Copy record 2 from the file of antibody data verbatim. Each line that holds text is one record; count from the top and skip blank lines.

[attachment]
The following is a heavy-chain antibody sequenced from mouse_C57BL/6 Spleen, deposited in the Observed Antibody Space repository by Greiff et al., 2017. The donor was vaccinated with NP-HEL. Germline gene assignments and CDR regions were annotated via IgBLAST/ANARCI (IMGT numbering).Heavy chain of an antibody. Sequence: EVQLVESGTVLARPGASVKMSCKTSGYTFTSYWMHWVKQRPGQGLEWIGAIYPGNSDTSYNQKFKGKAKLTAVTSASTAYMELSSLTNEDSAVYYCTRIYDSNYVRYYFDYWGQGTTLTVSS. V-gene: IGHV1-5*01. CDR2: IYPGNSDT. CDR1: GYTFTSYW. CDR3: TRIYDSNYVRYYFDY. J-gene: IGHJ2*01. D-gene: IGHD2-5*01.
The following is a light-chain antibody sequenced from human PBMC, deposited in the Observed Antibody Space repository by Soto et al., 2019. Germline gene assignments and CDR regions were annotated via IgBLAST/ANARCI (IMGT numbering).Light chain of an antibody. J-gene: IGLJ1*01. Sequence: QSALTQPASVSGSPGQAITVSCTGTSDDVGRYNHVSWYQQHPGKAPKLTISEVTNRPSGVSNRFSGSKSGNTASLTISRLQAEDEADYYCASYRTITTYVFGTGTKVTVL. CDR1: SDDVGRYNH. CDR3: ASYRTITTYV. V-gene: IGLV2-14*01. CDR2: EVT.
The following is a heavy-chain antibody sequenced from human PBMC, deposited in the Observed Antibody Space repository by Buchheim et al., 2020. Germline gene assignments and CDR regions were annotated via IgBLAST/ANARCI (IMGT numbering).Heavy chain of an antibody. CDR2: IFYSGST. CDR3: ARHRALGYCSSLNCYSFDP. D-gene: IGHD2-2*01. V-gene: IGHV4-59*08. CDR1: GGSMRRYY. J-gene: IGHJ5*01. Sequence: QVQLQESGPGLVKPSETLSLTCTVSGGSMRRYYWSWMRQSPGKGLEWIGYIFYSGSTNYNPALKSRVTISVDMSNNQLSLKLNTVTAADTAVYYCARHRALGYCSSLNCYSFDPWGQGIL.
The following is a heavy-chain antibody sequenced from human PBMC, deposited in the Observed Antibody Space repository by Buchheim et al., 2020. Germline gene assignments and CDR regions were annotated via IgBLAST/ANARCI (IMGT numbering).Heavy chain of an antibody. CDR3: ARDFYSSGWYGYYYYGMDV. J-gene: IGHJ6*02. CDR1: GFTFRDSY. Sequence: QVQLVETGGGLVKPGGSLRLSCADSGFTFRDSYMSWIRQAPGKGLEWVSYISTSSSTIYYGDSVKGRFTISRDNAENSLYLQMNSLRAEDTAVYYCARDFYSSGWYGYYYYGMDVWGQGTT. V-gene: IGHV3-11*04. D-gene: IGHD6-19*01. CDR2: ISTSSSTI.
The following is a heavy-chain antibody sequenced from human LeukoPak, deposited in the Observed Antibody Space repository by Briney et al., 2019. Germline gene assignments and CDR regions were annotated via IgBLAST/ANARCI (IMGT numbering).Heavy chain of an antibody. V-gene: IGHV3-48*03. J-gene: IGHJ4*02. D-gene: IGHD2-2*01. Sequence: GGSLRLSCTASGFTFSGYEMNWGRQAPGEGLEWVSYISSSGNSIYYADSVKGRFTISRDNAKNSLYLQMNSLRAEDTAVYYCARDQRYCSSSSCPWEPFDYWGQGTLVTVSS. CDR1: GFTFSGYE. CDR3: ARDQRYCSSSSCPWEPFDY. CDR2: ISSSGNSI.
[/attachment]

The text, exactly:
The following is a light-chain antibody sequenced from human PBMC, deposited in the Observed Antibody Space repository by Soto et al., 2019. Germline gene assignments and CDR regions were annotated via IgBLAST/ANARCI (IMGT numbering).Light chain of an antibody. J-gene: IGLJ1*01. Sequence: QSALTQPASVSGSPGQAITVSCTGTSDDVGRYNHVSWYQQHPGKAPKLTISEVTNRPSGVSNRFSGSKSGNTASLTISRLQAEDEADYYCASYRTITTYVFGTGTKVTVL. CDR1: SDDVGRYNH. CDR3: ASYRTITTYV. V-gene: IGLV2-14*01. CDR2: EVT.